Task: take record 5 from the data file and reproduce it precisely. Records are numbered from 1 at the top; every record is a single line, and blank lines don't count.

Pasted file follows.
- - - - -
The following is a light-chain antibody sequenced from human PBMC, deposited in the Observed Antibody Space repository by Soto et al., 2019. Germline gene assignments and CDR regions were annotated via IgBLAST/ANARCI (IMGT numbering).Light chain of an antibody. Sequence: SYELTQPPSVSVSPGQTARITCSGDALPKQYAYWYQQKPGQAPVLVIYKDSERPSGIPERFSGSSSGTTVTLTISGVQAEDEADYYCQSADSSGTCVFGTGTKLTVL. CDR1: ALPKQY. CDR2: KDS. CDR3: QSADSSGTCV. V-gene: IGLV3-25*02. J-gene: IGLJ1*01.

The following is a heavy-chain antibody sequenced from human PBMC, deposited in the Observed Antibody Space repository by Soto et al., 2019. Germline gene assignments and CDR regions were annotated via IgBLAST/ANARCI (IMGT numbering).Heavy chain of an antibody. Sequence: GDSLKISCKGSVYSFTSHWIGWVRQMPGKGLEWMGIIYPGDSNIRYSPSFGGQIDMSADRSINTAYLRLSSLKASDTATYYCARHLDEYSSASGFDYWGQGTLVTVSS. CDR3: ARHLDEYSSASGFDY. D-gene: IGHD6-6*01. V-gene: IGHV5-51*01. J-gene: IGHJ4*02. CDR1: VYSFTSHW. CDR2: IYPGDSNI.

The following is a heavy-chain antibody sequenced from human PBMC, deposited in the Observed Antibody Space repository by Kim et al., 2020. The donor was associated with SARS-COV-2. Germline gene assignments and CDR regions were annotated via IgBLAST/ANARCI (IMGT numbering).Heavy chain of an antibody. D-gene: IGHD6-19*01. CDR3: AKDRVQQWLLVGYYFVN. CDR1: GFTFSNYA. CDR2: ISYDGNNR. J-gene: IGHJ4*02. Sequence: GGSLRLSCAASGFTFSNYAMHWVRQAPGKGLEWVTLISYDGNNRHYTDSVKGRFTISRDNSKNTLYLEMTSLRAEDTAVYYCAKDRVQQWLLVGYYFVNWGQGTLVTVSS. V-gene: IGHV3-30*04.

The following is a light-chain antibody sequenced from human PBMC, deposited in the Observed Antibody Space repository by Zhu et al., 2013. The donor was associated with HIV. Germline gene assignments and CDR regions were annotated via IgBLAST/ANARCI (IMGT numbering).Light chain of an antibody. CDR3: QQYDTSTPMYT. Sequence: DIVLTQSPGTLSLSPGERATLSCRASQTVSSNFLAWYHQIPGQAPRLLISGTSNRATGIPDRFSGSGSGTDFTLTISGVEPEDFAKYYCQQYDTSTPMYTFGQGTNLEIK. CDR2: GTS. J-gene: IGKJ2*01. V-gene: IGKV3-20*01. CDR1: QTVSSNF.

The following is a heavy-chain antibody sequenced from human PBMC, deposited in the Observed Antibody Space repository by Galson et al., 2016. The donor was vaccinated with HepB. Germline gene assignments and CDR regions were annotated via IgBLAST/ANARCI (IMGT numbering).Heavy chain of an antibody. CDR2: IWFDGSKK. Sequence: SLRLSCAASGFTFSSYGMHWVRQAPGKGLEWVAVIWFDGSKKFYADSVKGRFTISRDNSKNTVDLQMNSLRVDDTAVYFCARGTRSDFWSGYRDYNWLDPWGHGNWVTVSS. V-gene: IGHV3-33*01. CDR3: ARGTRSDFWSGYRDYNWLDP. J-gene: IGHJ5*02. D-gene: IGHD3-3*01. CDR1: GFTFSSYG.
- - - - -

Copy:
The following is a heavy-chain antibody sequenced from human PBMC, deposited in the Observed Antibody Space repository by Galson et al., 2016. The donor was vaccinated with HepB. Germline gene assignments and CDR regions were annotated via IgBLAST/ANARCI (IMGT numbering).Heavy chain of an antibody. CDR2: IWFDGSKK. Sequence: SLRLSCAASGFTFSSYGMHWVRQAPGKGLEWVAVIWFDGSKKFYADSVKGRFTISRDNSKNTVDLQMNSLRVDDTAVYFCARGTRSDFWSGYRDYNWLDPWGHGNWVTVSS. V-gene: IGHV3-33*01. CDR3: ARGTRSDFWSGYRDYNWLDP. J-gene: IGHJ5*02. D-gene: IGHD3-3*01. CDR1: GFTFSSYG.